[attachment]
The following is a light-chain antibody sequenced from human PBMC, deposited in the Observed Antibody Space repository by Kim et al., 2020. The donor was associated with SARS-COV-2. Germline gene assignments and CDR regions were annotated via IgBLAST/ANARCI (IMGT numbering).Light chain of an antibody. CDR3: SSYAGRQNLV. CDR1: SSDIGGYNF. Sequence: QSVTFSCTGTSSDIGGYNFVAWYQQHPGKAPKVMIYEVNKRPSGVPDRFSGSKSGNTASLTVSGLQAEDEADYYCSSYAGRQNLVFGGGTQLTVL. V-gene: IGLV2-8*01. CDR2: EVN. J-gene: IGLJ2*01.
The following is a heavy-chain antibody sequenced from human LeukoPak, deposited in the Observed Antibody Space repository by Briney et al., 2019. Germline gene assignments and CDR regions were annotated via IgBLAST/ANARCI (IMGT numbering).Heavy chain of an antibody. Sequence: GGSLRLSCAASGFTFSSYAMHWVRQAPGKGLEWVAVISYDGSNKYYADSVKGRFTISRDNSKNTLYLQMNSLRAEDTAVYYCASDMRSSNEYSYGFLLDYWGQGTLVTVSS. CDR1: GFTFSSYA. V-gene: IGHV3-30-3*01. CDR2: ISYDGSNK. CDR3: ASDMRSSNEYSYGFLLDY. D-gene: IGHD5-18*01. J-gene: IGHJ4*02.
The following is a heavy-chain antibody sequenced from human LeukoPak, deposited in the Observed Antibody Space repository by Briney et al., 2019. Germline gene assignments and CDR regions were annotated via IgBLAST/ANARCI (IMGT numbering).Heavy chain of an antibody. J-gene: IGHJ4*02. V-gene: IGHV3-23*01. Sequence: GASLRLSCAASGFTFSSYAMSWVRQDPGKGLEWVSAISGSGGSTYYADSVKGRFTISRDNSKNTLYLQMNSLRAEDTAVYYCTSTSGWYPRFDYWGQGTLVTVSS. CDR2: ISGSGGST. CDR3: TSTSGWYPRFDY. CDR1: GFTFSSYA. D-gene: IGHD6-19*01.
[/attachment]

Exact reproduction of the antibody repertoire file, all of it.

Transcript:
The following is a light-chain antibody sequenced from human PBMC, deposited in the Observed Antibody Space repository by Kim et al., 2020. The donor was associated with SARS-COV-2. Germline gene assignments and CDR regions were annotated via IgBLAST/ANARCI (IMGT numbering).Light chain of an antibody. CDR3: SSYAGRQNLV. CDR1: SSDIGGYNF. Sequence: QSVTFSCTGTSSDIGGYNFVAWYQQHPGKAPKVMIYEVNKRPSGVPDRFSGSKSGNTASLTVSGLQAEDEADYYCSSYAGRQNLVFGGGTQLTVL. V-gene: IGLV2-8*01. CDR2: EVN. J-gene: IGLJ2*01.
The following is a heavy-chain antibody sequenced from human LeukoPak, deposited in the Observed Antibody Space repository by Briney et al., 2019. Germline gene assignments and CDR regions were annotated via IgBLAST/ANARCI (IMGT numbering).Heavy chain of an antibody. Sequence: GGSLRLSCAASGFTFSSYAMHWVRQAPGKGLEWVAVISYDGSNKYYADSVKGRFTISRDNSKNTLYLQMNSLRAEDTAVYYCASDMRSSNEYSYGFLLDYWGQGTLVTVSS. CDR1: GFTFSSYA. V-gene: IGHV3-30-3*01. CDR2: ISYDGSNK. CDR3: ASDMRSSNEYSYGFLLDY. D-gene: IGHD5-18*01. J-gene: IGHJ4*02.
The following is a heavy-chain antibody sequenced from human LeukoPak, deposited in the Observed Antibody Space repository by Briney et al., 2019. Germline gene assignments and CDR regions were annotated via IgBLAST/ANARCI (IMGT numbering).Heavy chain of an antibody. J-gene: IGHJ4*02. V-gene: IGHV3-23*01. Sequence: GASLRLSCAASGFTFSSYAMSWVRQDPGKGLEWVSAISGSGGSTYYADSVKGRFTISRDNSKNTLYLQMNSLRAEDTAVYYCTSTSGWYPRFDYWGQGTLVTVSS. CDR2: ISGSGGST. CDR3: TSTSGWYPRFDY. CDR1: GFTFSSYA. D-gene: IGHD6-19*01.